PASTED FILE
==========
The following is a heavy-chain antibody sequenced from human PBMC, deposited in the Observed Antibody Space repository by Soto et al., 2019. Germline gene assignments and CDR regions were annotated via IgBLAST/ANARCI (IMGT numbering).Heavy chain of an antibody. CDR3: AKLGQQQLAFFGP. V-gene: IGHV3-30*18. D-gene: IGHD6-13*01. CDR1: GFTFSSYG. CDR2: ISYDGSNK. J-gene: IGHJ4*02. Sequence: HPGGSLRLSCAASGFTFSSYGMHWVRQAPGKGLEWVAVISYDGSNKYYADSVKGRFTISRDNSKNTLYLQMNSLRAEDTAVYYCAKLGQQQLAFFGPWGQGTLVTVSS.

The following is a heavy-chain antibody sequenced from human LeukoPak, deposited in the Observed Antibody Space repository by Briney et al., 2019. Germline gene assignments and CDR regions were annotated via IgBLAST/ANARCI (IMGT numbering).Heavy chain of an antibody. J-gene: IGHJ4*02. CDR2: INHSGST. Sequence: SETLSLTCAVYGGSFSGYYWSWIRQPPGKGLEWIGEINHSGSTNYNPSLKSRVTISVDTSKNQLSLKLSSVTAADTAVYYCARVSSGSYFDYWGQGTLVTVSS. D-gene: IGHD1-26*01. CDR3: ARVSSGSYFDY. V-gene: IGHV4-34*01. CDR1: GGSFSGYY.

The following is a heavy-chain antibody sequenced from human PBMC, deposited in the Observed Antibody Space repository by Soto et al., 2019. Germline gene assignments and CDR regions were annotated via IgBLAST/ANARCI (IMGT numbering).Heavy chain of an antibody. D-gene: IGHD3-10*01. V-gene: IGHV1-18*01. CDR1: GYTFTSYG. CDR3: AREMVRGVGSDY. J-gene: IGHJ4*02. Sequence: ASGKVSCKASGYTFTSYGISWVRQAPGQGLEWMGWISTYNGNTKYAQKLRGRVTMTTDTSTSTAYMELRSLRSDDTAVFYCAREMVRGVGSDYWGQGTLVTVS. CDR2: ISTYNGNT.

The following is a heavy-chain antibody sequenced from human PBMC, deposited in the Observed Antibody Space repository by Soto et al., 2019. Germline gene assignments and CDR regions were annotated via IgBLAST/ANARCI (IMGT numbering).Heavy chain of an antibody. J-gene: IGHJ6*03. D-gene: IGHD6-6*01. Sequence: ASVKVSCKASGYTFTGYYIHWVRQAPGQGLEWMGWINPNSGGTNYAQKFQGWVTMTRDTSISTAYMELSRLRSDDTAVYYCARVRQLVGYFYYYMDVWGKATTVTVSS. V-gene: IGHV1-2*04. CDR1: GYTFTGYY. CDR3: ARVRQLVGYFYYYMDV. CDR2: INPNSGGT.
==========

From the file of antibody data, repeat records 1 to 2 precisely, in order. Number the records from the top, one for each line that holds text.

The following is a heavy-chain antibody sequenced from human PBMC, deposited in the Observed Antibody Space repository by Soto et al., 2019. Germline gene assignments and CDR regions were annotated via IgBLAST/ANARCI (IMGT numbering).Heavy chain of an antibody. CDR3: AKLGQQQLAFFGP. V-gene: IGHV3-30*18. D-gene: IGHD6-13*01. CDR1: GFTFSSYG. CDR2: ISYDGSNK. J-gene: IGHJ4*02. Sequence: HPGGSLRLSCAASGFTFSSYGMHWVRQAPGKGLEWVAVISYDGSNKYYADSVKGRFTISRDNSKNTLYLQMNSLRAEDTAVYYCAKLGQQQLAFFGPWGQGTLVTVSS.

The following is a heavy-chain antibody sequenced from human LeukoPak, deposited in the Observed Antibody Space repository by Briney et al., 2019. Germline gene assignments and CDR regions were annotated via IgBLAST/ANARCI (IMGT numbering).Heavy chain of an antibody. J-gene: IGHJ4*02. CDR2: INHSGST. Sequence: SETLSLTCAVYGGSFSGYYWSWIRQPPGKGLEWIGEINHSGSTNYNPSLKSRVTISVDTSKNQLSLKLSSVTAADTAVYYCARVSSGSYFDYWGQGTLVTVSS. D-gene: IGHD1-26*01. CDR3: ARVSSGSYFDY. V-gene: IGHV4-34*01. CDR1: GGSFSGYY.